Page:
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Darwin Correspondence Project

Darwin’s favourite photographer: From O. G. Rejlander, 30 April 1871

Rejlander studio.png

Oscar Rejlander in his studio
Oscar Rejlander in his studio
DAR 53.1: 96
Cambridge University Library

In the 1860s Darwin began collecting photographs of emotional expression. They seemed to capture fleeting movements of the face, and allowed him to observe with more detachment. But the technology was still new. Even under the best conditions, exposure times were several seconds. Among Darwin’s chief objects of study were infants, and he was disappointed that he had been unable to find an image of a baby crying. Oscar Rejlander, a Swedish émigré with a studio in London, came to the rescue. Rejlander was well-known for sentimental portraits of children. He was a skilful artist, able to elicit expressions from his subjects, and to alter the print to create the illusion of an emotional moment. Rejlander produced a number of crying babies, much to Darwin’s delight. He also posed himself, enacting disdain, astonishment, fortitude, and helplessness as would an actor on the stage. ‘It is very difficult to get, at will -- those expressions you wish… So I have tried in propria persona – even cut my moustache shorter to try to please you.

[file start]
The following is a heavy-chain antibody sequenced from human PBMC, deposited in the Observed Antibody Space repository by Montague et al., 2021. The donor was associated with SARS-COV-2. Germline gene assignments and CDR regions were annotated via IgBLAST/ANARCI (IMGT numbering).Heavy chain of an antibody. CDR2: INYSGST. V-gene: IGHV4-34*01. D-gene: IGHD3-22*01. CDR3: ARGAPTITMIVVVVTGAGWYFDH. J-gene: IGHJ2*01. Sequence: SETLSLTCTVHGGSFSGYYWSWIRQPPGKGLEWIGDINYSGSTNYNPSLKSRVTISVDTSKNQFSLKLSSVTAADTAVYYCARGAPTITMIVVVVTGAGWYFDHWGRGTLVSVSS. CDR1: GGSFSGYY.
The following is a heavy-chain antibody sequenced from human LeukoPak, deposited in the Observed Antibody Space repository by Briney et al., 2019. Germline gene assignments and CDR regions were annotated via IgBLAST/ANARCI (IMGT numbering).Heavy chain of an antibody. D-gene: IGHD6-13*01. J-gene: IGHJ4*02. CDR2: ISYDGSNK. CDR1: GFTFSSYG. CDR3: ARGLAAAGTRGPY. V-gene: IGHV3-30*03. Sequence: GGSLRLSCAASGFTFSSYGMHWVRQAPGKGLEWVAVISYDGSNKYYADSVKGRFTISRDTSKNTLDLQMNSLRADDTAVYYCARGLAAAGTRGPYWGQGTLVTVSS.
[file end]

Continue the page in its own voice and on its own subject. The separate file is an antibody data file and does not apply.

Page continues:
Darwin appreciated the appeal of photographs to readers, and decided to include many in his 1872 work, On the expression of emotions in man and animals. Rejlander’s prints colour the pages of the book, not only his screaming babies, but his own theatrical expressions, and his elaborate velvet coat and hat. Photographs helped to make Expression Darwin’s most popular book. They show his use of novel methods and techniques, and his ability to engage with popular culture, to draw on Victorian sentimentality and melodrama in order to excite readers’ emotions, and encourage them to become active observers themselves. Part of the arrangement with Rejlander was that Darwin agreed to become a photographic subject. In exchange for his highly charged emotional portraits, the photographer got Darwin’s stolid countenance, aged, bearded, and highly collectible. ‘You ask for a Bill’, Rejlander joked, ‘You cannot pay for good will.

Paul White